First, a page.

As has been well documented, in the second decade of the twentieth century, a section of New York City called Harlem became the Mecca and magnet for the coming of age of African Americans. The synergistic and cross-pollination of literature, art and music, informed by a general aesthetic ethos, produced the foundation for America’s authentic music-jazz and blues. This period in American history, known as the Harlem Renaissance or the New Negro Movement, defined the direction and form of modern American music. Thus, the Harlem Renaissance, which is often defined and discussed as a footnote in American history (Ghettoized), is what gave birth to America authentic classical and popular music.
Although the Harlem Renaissance is known mostly for its literary production and writers- Langston Hughes, Zora Neale Hurston, Claude McKay, Countee Cullen, Alain Locke, and James Weldon Johnson- music was its true motive force. As Samuel Floyd points out, in his brilliant essay on the Harlem Renaissance, “The music of the black theater shows, the dance music of the cabarets, the blues, ragtime of the speakeasies and the rent parties, the spirituals, and the art songs of the recitals and concert halls all created an ambiance for Renaissance activities and contemplation.” The music was based on the black folk materials which the musicians used as a source of inspiration and point of departure for artistic creation. Moreover, Alain Locke, Father of the New Negro Movement, saw black folk material as a “direct route to a rich and virtually untapped vein of folk art, the [black’s] entire musical expression.”
Jazz and blues, therefore, emerged in the 1920s as the dominant American musical forms and cultural statement. Renaissance poet Langston Hughes referred to jazz as ‘the tom-tom of the revolt.” Further, Hughes, Nathan Huggins tells us “thought of himself quite akin to the jazzman and the blues singers…Like them, he had faith in the extemporaneous expression; art was innovation. Hughes saw himself as analogous to the blues singer, with his guitar and repertoire of songs-standards themes-to which he added innovations and new verses as they came to him.”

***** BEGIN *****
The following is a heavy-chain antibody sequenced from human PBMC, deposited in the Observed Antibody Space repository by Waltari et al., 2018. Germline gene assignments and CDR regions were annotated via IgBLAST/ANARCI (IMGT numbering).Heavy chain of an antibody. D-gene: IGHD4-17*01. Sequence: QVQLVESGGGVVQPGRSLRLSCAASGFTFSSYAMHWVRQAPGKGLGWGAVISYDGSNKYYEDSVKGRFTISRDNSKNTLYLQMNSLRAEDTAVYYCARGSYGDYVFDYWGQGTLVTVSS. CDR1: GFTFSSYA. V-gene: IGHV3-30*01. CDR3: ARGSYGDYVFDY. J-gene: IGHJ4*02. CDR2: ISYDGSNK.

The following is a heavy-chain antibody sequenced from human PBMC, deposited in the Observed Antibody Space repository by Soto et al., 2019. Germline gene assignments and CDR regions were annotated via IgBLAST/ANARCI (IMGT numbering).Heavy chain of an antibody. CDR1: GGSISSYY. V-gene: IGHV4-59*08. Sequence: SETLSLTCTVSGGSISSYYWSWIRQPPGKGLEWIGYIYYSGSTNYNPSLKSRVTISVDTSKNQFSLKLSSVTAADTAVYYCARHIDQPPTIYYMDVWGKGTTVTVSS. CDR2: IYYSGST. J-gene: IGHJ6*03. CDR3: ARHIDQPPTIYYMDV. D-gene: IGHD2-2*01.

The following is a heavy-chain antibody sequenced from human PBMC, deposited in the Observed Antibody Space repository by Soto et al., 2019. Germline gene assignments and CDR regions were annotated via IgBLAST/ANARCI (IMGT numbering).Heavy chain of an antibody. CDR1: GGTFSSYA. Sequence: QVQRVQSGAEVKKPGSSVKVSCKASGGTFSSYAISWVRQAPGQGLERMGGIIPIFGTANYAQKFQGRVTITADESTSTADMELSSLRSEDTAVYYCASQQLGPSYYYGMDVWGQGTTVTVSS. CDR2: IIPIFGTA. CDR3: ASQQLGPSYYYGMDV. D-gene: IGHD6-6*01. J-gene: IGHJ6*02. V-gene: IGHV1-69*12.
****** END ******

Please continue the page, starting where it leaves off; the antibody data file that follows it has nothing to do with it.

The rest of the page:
Moreover, it is well documented that the “call-and-response pattern has been worked into the blues, and the attentive ear can detect it as a primary feature of jazz instrumentation. The black tradition is also marked by the purposefully repeated phrase.” The black folk preacher used the “repeated phrase to give focus, an organizing principle. Here too are the parallels in the blues and the jazz rift. It served the common function of allowing the artist to mark time while he “composed” his next innovation.”
By 1920 it was preeminently clear that the polymeter, multimeter, call-and-response patterns certain pitch inflections-blue notes- were characteristic are elements of an oral tradition which the African American sustained, and these elements defined the body of American music called jazz and blues. Thus, a people almost fifty years out of enslavement, haunted by what W.E.B. DuBois characterized as a double consciousness- a “sense of always looking at one’s self through the eyes of others, of measuring one’s soul by the tape of a world that looks on in amused contempt and pity”- astonished the world by inventing an art form which spoke to all men and women, everywhere.
To be sure, jazz and blues were developed well before the Harlem Renaissance, with New Orleans and Chicago, serving as the midwives for the new art forms. Yet, it was during the Renaissance that the new art forms vaulted into American popular culture. Men and women like Louis Armstrong, Fletcher Henderson, Duke Ellington, Ma Rainey and Bessie Smith, pioneered this new music, which sprang from their own culture context. And, as Huggins notes, “Everywhere they looked they found white men mimicking them, trying to master their blue notes, their slurs, their swing, their arpeggios, and their artistic concept.” They create a new art form and in the process rightfully placed jazz and blues in the pantheon of American civilization.